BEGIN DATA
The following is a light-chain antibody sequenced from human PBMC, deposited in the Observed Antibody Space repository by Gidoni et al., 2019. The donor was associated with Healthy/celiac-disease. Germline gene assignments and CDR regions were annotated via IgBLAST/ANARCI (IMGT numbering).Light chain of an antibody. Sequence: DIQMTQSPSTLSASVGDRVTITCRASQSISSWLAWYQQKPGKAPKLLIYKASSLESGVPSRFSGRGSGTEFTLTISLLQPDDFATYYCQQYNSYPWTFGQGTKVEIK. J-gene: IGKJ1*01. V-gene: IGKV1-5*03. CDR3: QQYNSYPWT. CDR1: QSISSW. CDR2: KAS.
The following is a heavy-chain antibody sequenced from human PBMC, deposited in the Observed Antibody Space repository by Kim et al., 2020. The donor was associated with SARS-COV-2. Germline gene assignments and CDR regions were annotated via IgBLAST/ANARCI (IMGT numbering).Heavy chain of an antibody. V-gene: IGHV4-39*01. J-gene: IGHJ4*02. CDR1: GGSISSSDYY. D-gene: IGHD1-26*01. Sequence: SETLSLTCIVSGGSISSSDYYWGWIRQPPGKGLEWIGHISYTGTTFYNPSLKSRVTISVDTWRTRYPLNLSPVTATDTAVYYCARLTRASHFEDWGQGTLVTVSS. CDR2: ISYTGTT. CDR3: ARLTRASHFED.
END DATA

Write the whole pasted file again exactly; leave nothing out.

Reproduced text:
The following is a light-chain antibody sequenced from human PBMC, deposited in the Observed Antibody Space repository by Gidoni et al., 2019. The donor was associated with Healthy/celiac-disease. Germline gene assignments and CDR regions were annotated via IgBLAST/ANARCI (IMGT numbering).Light chain of an antibody. Sequence: DIQMTQSPSTLSASVGDRVTITCRASQSISSWLAWYQQKPGKAPKLLIYKASSLESGVPSRFSGRGSGTEFTLTISLLQPDDFATYYCQQYNSYPWTFGQGTKVEIK. J-gene: IGKJ1*01. V-gene: IGKV1-5*03. CDR3: QQYNSYPWT. CDR1: QSISSW. CDR2: KAS.
The following is a heavy-chain antibody sequenced from human PBMC, deposited in the Observed Antibody Space repository by Kim et al., 2020. The donor was associated with SARS-COV-2. Germline gene assignments and CDR regions were annotated via IgBLAST/ANARCI (IMGT numbering).Heavy chain of an antibody. V-gene: IGHV4-39*01. J-gene: IGHJ4*02. CDR1: GGSISSSDYY. D-gene: IGHD1-26*01. Sequence: SETLSLTCIVSGGSISSSDYYWGWIRQPPGKGLEWIGHISYTGTTFYNPSLKSRVTISVDTWRTRYPLNLSPVTATDTAVYYCARLTRASHFEDWGQGTLVTVSS. CDR2: ISYTGTT. CDR3: ARLTRASHFED.